Nick Bloom contributes an article to the Harvard Business Review: "Corporations in the Age of Inequality". It's also an interesting read, based on his "Firming Up Inequality" paper, which I also recommend. The story of inequality they tell is also one which is essentially technology based (IT and outsourcing), as they find that inequality is almost entirely driven by changes in between firm inequality. They deserve credit for presenting an interesting set of facts.
However, while intriguing, I'm not yet totally convinced this is the key to understanding inequality. Macromon also had an excellent discussion of this research awhile back. The key question she had is about the definition of a firm -- the authors use tax ID numbers, but the average # of tax ID numbers per corporation listed on the NYSE is 3.2. If it's just a story about a growing number of tax IDs per corporation, then it becomes much less interesting. A similar problem is that one could also imagine that if a firm used to employ a janitor, but then outsources it to a different company, within firm inequality could fall or be flat even as wages between the janitor and others working in the same building increase. Thus, their decomposition doesn't necessarily teach us much about why inequality is increasing, and is perfectly consistent with the institutions story I've told in a previous blog post (or many other stories one might dream up).
However, I did notice that the institutions story went unmentioned in their paper and in Bloom's article. As I wrote before, the insights of Piketty, Saez and coauthors seem to have had surprisingly little influence, particularly since the explanation seems perfectly adequate, and has a lot of explanatory power. (Actually, in his book, Piketty also barely mentions the institutions story, which is a major theme of some of his joint papers with Saez and coauthors...) This is where the lack of comment papers in economics is frustrating. Many top people apparently don't buy the institutions story. Why not? Perhaps they have good reasons to be skeptical. I'd like to know what they are. (I'd certainly like to know what Nick Bloom thinks...) The evidence looks quite compelling to me.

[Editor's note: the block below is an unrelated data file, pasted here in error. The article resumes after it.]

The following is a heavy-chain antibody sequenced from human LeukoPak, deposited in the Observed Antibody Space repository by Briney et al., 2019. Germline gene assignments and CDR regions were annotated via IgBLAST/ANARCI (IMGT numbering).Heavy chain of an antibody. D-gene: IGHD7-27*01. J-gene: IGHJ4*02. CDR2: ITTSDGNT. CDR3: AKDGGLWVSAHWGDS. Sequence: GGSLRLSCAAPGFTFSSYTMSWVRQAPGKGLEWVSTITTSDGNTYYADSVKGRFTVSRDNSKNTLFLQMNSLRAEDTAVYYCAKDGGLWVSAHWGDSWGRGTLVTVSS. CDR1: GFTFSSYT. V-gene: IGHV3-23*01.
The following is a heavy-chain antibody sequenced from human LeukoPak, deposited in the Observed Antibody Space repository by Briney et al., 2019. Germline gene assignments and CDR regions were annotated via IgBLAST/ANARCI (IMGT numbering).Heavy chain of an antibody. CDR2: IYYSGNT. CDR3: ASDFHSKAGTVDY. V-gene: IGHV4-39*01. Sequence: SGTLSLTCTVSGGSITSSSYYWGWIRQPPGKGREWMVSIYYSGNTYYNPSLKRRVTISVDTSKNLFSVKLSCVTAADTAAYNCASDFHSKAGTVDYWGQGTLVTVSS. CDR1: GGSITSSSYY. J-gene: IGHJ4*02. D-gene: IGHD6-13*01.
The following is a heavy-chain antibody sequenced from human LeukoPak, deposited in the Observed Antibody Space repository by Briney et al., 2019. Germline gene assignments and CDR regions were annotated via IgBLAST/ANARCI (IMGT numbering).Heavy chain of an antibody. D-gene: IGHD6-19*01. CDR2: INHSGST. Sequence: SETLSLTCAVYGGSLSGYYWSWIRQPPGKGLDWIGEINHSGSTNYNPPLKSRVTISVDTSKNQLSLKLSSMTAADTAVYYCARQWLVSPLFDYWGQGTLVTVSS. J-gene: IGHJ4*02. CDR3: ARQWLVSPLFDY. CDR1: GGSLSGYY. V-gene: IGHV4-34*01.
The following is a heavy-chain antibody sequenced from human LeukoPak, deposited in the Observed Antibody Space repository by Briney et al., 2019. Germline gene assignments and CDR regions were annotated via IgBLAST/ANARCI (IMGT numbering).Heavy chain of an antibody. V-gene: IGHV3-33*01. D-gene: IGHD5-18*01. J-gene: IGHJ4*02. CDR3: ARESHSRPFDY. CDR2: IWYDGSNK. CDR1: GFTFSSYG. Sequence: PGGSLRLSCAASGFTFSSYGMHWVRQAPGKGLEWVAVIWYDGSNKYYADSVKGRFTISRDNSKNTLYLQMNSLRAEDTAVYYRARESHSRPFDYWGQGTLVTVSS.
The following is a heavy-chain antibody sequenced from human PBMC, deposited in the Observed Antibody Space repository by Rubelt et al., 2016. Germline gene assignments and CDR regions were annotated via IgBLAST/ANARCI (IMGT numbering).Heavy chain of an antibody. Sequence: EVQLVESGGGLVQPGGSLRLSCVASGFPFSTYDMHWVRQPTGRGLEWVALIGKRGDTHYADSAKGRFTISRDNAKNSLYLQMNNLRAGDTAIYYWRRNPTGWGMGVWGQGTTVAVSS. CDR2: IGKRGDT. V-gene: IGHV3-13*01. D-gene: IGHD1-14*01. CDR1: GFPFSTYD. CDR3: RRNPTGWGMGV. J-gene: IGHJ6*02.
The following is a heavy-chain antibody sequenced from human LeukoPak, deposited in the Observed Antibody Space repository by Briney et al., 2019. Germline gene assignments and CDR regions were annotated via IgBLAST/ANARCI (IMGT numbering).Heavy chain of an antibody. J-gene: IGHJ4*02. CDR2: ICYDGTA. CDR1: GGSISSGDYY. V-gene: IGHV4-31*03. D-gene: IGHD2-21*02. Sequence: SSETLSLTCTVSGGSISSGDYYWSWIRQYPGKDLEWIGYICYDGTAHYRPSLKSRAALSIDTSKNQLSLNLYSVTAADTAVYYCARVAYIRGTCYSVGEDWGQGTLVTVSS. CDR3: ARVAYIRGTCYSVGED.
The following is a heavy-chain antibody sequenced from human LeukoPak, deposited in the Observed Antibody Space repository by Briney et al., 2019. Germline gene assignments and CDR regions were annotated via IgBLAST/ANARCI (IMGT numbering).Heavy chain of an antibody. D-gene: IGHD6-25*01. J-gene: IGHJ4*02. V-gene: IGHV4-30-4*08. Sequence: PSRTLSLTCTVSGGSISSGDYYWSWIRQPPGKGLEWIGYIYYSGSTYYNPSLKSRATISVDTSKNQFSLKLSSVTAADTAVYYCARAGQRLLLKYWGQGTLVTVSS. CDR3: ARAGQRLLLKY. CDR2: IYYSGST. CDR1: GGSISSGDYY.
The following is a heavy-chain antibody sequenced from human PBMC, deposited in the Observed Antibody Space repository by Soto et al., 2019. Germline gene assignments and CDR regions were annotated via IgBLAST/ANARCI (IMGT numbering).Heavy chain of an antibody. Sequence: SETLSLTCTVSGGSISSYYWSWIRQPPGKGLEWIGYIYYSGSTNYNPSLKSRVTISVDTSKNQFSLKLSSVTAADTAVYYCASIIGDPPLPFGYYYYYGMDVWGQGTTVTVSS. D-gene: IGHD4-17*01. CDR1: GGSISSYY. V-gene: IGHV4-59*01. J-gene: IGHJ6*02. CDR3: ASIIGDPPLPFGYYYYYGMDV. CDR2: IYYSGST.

I took issue with this comment "Since 1980, income inequality has risen sharply in most developed economies". As my blog readers know, income inequality has not risen dramatically in Germany, France, Japan, or Sweden according to Alvaredo et al.. Thus, this comment threw me: "This means that the rising gap in pay between firms accounts for the large majority of the increase in income inequality in the United States. It also accounts for at least a substantial part in other countries, as research conducted in the UK, Germany, and Sweden demonstrates." Right, but the increases in inequality in Germany and Sweden have been quite minor relative to the US, and are also associated with changes in top marginal tax rates. So, between firm inequality isn't actually explaining much is what I'm hearing.
Bloom attributes rising inequality to "the rise of outsourcing, the adoption of IT, and the cumulative effects of winner-take-most competition". I agree that outsourcing could be causing the rise of measured firm-level inequality, although this could be happening even while having scant impact on overall inequality. Particularly given that "One study found that from 1980 to 2008, the share of workers in Germany employed by temp agencies or cleaning, logistics, or security firms more than tripled, from roughly 2% to 7%." My question with adoption of IT is going to sound familiar: don't the Germans, Swedes, and Japanese also have IT? And why did winner-take-most competition only happen in Reagan-Thatcher countries since 1980? I would point to the savage cuts in top marginal tax rates, as well as to other institutional changes (other tax changes, declining importance of the minimum wage, and declining influence of labor).
In any case, it's still a nice article and I found myself mostly agreeing with his policy recommendations. I particularly liked his focus on the role that luck plays in determining careers and income. If you take two people with the same skills, and put one at Google in 1999 and another at, say, General Motors, the one lucky enough to have chosen Google would have gotten wildly rich. This is another argument for higher top marginal tax rates, which I support.